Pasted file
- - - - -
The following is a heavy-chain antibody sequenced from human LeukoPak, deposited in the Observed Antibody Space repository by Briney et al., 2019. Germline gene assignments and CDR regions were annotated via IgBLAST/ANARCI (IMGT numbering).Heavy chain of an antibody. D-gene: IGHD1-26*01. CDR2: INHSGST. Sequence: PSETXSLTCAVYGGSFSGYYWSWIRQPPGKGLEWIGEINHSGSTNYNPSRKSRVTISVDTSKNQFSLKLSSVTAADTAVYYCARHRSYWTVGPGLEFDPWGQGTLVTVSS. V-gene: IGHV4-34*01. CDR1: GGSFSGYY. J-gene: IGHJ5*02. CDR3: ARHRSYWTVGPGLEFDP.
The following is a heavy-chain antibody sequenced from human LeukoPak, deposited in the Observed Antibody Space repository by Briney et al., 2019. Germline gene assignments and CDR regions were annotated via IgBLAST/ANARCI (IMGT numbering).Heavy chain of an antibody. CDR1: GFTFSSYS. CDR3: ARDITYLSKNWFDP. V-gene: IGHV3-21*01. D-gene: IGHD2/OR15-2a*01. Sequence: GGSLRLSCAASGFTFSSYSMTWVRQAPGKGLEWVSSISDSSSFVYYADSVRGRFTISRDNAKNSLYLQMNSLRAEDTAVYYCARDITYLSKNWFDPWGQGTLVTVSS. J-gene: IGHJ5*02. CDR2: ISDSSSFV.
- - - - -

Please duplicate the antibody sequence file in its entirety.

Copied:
The following is a heavy-chain antibody sequenced from human LeukoPak, deposited in the Observed Antibody Space repository by Briney et al., 2019. Germline gene assignments and CDR regions were annotated via IgBLAST/ANARCI (IMGT numbering).Heavy chain of an antibody. D-gene: IGHD1-26*01. CDR2: INHSGST. Sequence: PSETXSLTCAVYGGSFSGYYWSWIRQPPGKGLEWIGEINHSGSTNYNPSRKSRVTISVDTSKNQFSLKLSSVTAADTAVYYCARHRSYWTVGPGLEFDPWGQGTLVTVSS. V-gene: IGHV4-34*01. CDR1: GGSFSGYY. J-gene: IGHJ5*02. CDR3: ARHRSYWTVGPGLEFDP.
The following is a heavy-chain antibody sequenced from human LeukoPak, deposited in the Observed Antibody Space repository by Briney et al., 2019. Germline gene assignments and CDR regions were annotated via IgBLAST/ANARCI (IMGT numbering).Heavy chain of an antibody. CDR1: GFTFSSYS. CDR3: ARDITYLSKNWFDP. V-gene: IGHV3-21*01. D-gene: IGHD2/OR15-2a*01. Sequence: GGSLRLSCAASGFTFSSYSMTWVRQAPGKGLEWVSSISDSSSFVYYADSVRGRFTISRDNAKNSLYLQMNSLRAEDTAVYYCARDITYLSKNWFDPWGQGTLVTVSS. J-gene: IGHJ5*02. CDR2: ISDSSSFV.